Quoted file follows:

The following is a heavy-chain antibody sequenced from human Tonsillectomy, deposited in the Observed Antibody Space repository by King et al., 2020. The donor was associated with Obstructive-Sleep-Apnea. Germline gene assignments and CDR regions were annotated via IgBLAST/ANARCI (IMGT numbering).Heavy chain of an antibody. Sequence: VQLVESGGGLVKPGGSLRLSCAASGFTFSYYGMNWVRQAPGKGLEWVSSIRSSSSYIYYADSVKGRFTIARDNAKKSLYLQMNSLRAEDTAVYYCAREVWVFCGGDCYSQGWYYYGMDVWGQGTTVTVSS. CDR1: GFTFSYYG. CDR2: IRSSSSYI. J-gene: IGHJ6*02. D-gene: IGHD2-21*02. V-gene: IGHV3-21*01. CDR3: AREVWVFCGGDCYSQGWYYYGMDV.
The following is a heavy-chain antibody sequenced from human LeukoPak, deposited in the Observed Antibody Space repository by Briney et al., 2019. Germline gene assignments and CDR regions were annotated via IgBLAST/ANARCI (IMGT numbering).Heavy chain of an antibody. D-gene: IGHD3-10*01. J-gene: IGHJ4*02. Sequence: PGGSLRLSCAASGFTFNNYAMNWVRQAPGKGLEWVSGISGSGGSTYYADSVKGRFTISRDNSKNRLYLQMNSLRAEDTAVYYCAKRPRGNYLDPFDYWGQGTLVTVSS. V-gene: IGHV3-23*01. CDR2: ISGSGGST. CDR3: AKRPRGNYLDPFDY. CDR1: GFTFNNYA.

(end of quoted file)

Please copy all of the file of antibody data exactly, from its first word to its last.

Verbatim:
The following is a heavy-chain antibody sequenced from human Tonsillectomy, deposited in the Observed Antibody Space repository by King et al., 2020. The donor was associated with Obstructive-Sleep-Apnea. Germline gene assignments and CDR regions were annotated via IgBLAST/ANARCI (IMGT numbering).Heavy chain of an antibody. Sequence: VQLVESGGGLVKPGGSLRLSCAASGFTFSYYGMNWVRQAPGKGLEWVSSIRSSSSYIYYADSVKGRFTIARDNAKKSLYLQMNSLRAEDTAVYYCAREVWVFCGGDCYSQGWYYYGMDVWGQGTTVTVSS. CDR1: GFTFSYYG. CDR2: IRSSSSYI. J-gene: IGHJ6*02. D-gene: IGHD2-21*02. V-gene: IGHV3-21*01. CDR3: AREVWVFCGGDCYSQGWYYYGMDV.
The following is a heavy-chain antibody sequenced from human LeukoPak, deposited in the Observed Antibody Space repository by Briney et al., 2019. Germline gene assignments and CDR regions were annotated via IgBLAST/ANARCI (IMGT numbering).Heavy chain of an antibody. D-gene: IGHD3-10*01. J-gene: IGHJ4*02. Sequence: PGGSLRLSCAASGFTFNNYAMNWVRQAPGKGLEWVSGISGSGGSTYYADSVKGRFTISRDNSKNRLYLQMNSLRAEDTAVYYCAKRPRGNYLDPFDYWGQGTLVTVSS. V-gene: IGHV3-23*01. CDR2: ISGSGGST. CDR3: AKRPRGNYLDPFDY. CDR1: GFTFNNYA.